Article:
RICKETTS, EDWARD F[LANDERS]. (1897-1948). Edward F. Ricketts, marine biologist and ecologist, was John Steinbeck’s collaborator on Sea of Cortez (1941) and the model for “Doc,” protagonist of Steinbeck’s Monterey novels Cannery Row (1945) and Sweet Thursday (1954), and for “Friend Ed,” one of four principal characters in Steinbeck’s play-novelette Burning Bright (1950). Born on the west side of Chicago, Ricketts was haphazardly educated at Illinois State Normal School and the University of Chicago. He took no undergraduate degree but completed ten quarters of zoology.
In 1923 Ricketts moved to California, where he became owner of a biological supply house, Pacific Biological Laboratory, eventually situated on the Monterey waterfront in the area known as “Cannery Row.” Ricketts’ business involved collecting marine organisms for sale to college and university laboratories. He found in California’s intertidal zones a relatively unstudied flora and fauna, and his research led to his time-honored handbook, Between Pacific Tides (1939), now in its fifth revised and updated edition. Originally written with junior author Jack Calvin, Between Pacific Tides is both ecological and inductive in its method, with animals grouped according to their characteristic habitats and in order of their commonness–a revolutionary approach in 1939 and one still relevant.
Ricketts was as passionately interested in the arts and humanities as in the sciences, and his lab became a magnet not only for biologists at work at Stanford University’s nearby Hopkins Marine Station but also for artists, political radicals, and intellectuals of every stripe. Jungian psychologist Joseph Campbell and writer Henry Miller were among the habitues of Pacific Biological, and the work of the reclusive poet Robinson Jeffers, who also lived nearby, was one of many topics for discussion. Ricketts’ most enduring impact, however, was on Steinbeck, who from 1930 until 1936 was almost constantly in his company. Five years younger than Ricketts, Steinbeck was profoundly influenced by the marine biologist’s ecological vision–as may be seen in the social principles of mutual interdependence advanced in Steinbeck’s The Grapes of Wrath (1939).
In 1940 Steinbeck and Ricketts chartered Captain Tony Berry and his purse seiner, the Western Flyer, for an expedition to Mexico’s Gulf of California, also known as the Sea of Cortez, where they spent six weeks collecting marine organisms. The scientific results of the expedition included the description of more than fifty species previously unknown to science, as well as significant range extensions for many known organisms; specimens collected by Ricketts and Steinbeck are preserved at the California Academy of Science in San Francisco.
The published result of the voyage was Steinbeck and Ricketts’ Sea of Cortez (1941). The second half of the book is scientific treatise: an annotated phyletic catalog and bibliography of the species encountered and illustrations of the organisms. This portion of Sea of Cortez is largely the marine biologist’s, although Steinbeck worked at the collecting and sorting of animals and helped review the scientific literature. The first half of the book, the “Log from the Sea of Cortez,” combines marine biology, mysticism, humor, adventure, and speculative metaphysics in a remarkable account of the expedition. Apparently, Steinbeck wrote the “Log” from Ricketts’ expedition journal and unpublished essays, using a scheme of organization and collaboration developed by both men.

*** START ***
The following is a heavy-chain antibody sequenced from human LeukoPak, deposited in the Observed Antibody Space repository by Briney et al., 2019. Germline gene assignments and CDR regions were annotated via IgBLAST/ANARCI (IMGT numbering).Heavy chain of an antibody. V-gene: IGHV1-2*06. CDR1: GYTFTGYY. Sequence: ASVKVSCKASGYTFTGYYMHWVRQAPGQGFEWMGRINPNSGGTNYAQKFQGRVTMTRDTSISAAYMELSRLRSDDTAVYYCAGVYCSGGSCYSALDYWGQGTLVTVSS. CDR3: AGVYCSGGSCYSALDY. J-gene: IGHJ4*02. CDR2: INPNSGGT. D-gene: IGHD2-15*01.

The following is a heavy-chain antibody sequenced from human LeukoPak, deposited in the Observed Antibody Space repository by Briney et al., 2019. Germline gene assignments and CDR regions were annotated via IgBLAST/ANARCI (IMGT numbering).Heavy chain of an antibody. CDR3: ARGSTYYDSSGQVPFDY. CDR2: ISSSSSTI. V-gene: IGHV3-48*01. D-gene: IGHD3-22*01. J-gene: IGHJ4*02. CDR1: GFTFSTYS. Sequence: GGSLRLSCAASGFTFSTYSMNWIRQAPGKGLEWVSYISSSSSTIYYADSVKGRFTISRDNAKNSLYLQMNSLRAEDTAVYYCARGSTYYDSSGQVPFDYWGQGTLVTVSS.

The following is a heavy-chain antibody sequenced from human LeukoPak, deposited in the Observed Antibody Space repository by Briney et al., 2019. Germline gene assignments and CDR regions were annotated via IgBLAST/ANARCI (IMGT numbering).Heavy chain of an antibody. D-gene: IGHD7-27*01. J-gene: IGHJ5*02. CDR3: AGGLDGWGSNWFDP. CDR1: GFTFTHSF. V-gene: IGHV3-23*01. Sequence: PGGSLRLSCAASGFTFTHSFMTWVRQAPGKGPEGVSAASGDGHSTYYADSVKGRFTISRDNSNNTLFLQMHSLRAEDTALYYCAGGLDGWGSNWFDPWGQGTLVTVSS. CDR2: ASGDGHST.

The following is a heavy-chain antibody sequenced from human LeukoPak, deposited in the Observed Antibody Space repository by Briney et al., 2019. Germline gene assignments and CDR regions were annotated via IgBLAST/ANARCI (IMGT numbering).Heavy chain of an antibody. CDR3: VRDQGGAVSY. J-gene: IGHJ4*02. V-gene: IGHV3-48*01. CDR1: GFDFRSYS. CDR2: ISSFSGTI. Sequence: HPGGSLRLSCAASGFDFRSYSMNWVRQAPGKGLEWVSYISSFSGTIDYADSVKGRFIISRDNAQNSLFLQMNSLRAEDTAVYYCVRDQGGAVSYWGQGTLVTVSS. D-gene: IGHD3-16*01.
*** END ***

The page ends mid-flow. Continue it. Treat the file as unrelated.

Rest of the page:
Ricketts’ coauthorship of the “Log” was obscured after his death, when Viking Press dropped the scientific portion of Sea of Cortez and published The Log from the Sea of Cortez (1951) as a “new” book, with Steinbeck’s name alone on the cover and in the headers. Ricketts’ name remained on the title page, and Steinbeck’s eulogy, “About Ed Ricketts,” served as preface to the volume. Although this publishing gambit was, in part, an attempt to increase sales and bring Ricketts’ ideas to a wider audience, it encouraged the now-widespread misconception that the biologist was responsible solely for the excised scientific treatise on the marine organisms and that The Log from the Sea of Cortez was Steinbeck’s alone.
Ricketts served as the model for “Doc,” protagonist of Steinbeck’s novel Cannery Row (1945). Marine biologist and tide-pool philosopher, half goat and half Christ, “Doc” is high priest to the dispossessed bums and whores of Monterey’s waterfront. In 1954, Steinbeck published a sequel to Cannery Row, Sweet Thursday, a lighter and more sentimental comedy about Doc’s courtship of a prostitute named Suzy.
Ricketts was also the basis for “Friend Ed,” a character in Steinbeck’s poorly received play-novelette Burning Bright (1950). “Friend Ed” appears variously in three acts as a circus clown, farmer, and finally a freighter captain who is confidant to Joe Saul, an aging man who fears that he is sterile but longs for a child. Saul’s cherished wife, Mordeen, becomes pregnant by another man, Victor, to give Saul the child he craves. When Victor threatens to betray his fathership of the child to Saul, “Friend Ed” in his freighter captain persona stabs Victor to death and tosses him overboard. After the murder, when Saul receives incontrovertible medical evidence of his sterility, “Friend Ed” persuades him to forgive Mordeen and accept the child as a gift of love, then sails away on his ship.
Ricketts died in 1948 of injuries received when his car was struck on the railroad tracks in Monterey by the Del Monte Express. His death preempted a second scientific expedition that he and Steinbeck had been planning, to the Queen Charlotte Islands off the coast of British Columbia.